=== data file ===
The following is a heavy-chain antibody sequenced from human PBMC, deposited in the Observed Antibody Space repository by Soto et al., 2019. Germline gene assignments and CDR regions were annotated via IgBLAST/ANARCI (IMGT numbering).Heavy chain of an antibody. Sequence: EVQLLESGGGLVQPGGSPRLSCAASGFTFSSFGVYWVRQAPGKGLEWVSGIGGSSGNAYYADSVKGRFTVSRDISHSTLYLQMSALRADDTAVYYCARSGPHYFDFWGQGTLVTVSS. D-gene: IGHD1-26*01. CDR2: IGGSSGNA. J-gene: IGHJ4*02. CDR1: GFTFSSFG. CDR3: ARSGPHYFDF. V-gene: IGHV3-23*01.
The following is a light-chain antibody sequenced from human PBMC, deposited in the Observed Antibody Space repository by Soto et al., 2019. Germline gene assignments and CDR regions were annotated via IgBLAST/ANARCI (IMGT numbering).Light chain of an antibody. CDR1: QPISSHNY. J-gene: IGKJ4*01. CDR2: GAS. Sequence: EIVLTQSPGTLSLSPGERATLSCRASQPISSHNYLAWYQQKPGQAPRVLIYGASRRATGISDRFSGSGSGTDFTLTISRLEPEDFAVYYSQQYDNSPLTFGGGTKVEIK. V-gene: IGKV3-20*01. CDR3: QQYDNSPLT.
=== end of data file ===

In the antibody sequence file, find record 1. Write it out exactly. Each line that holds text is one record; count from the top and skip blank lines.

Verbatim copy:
The following is a heavy-chain antibody sequenced from human PBMC, deposited in the Observed Antibody Space repository by Soto et al., 2019. Germline gene assignments and CDR regions were annotated via IgBLAST/ANARCI (IMGT numbering).Heavy chain of an antibody. Sequence: EVQLLESGGGLVQPGGSPRLSCAASGFTFSSFGVYWVRQAPGKGLEWVSGIGGSSGNAYYADSVKGRFTVSRDISHSTLYLQMSALRADDTAVYYCARSGPHYFDFWGQGTLVTVSS. D-gene: IGHD1-26*01. CDR2: IGGSSGNA. J-gene: IGHJ4*02. CDR1: GFTFSSFG. CDR3: ARSGPHYFDF. V-gene: IGHV3-23*01.